Tiny footprints from Poland show that the first dinosaurs were extremely small animals that walked on four legs -- and probably only came to rule the world after a mass extinction knocked out many big reptiles, scientists said on Tuesday.
The 250-million-year-old footprints are the oldest evidence of dinosaurs, Stephen Brusatte of the American Museum of Natural History in New York and colleagues said.
The animal was about the size of a small domestic cat, they reported, and would have lived near rivers where larger crocodilians thrived.
"We describe the indisputably oldest fossils of the dinosaur lineage: footprints from the Early Triassic (around 250 million years old) from Poland," Brusatte's team wrote in Britain's Royal Society journal Proceedings of the Royal Society B.
"These footprints, along with those from two other slightly younger sites, provide important insight on the origin and early evolutionary history of dinosaurs. They indicate that the earliest dinosaur relatives were extremely small animals, with feet only a few centimeters (inches) long, that walked on four legs and were remarkably rare compared to contemporary reptiles."
Ironically, the fossils indicate that a mass extinction allowed the small and rare dinosaurs to proliferate -- an event mirrored 65 million years ago when an asteroid and volcanic events drove the dinosaurs into extinction and allowed mammals to thrive.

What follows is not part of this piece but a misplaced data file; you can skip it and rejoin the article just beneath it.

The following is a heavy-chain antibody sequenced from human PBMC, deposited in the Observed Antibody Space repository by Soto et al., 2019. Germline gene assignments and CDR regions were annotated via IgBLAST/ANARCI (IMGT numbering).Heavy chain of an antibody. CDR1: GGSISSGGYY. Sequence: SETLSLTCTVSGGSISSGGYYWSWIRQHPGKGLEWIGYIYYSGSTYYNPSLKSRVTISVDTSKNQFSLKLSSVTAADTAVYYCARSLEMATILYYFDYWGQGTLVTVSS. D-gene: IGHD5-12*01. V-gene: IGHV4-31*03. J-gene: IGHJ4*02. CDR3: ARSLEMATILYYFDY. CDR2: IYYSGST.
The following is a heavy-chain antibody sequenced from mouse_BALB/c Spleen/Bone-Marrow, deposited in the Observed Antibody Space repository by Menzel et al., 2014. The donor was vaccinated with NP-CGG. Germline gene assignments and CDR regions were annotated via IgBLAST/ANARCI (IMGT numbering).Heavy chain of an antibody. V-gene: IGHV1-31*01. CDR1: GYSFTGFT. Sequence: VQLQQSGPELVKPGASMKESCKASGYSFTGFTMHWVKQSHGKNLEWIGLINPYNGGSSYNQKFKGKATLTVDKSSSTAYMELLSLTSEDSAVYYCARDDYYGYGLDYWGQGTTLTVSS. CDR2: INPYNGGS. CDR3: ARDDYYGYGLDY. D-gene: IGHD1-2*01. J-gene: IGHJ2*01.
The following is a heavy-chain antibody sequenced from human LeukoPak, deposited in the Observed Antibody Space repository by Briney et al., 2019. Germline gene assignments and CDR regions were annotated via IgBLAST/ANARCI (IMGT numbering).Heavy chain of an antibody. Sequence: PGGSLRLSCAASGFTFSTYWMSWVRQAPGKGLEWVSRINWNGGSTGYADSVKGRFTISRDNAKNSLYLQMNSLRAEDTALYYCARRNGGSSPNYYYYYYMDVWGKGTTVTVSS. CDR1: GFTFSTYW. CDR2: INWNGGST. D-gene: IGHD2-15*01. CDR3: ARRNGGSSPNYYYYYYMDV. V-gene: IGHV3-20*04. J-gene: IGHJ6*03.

"Most radically, the new footprints only slightly postdate the greatest mass extinction of all time (Permo-Triassic event), suggesting that the origin of dinosaurs occurred in the immediate aftermath of this catastrophe," the researchers wrote.
They also found footprints dating back 246 million years made by two-legged dinosaurs called Sphingopus -- the oldest evidence of bipedal dinosaurs. "For the first 20-50 million years of dinosaur history, dinosaurs and their closest relatives were living in the shadow of their much more diverse, successful, and abundant crocodile-like cousins," Brusatte said in a statement. "The oldest dinosaurs were small and rare."
(Reporting by Maggie Fox, Editing by Sandra Maler)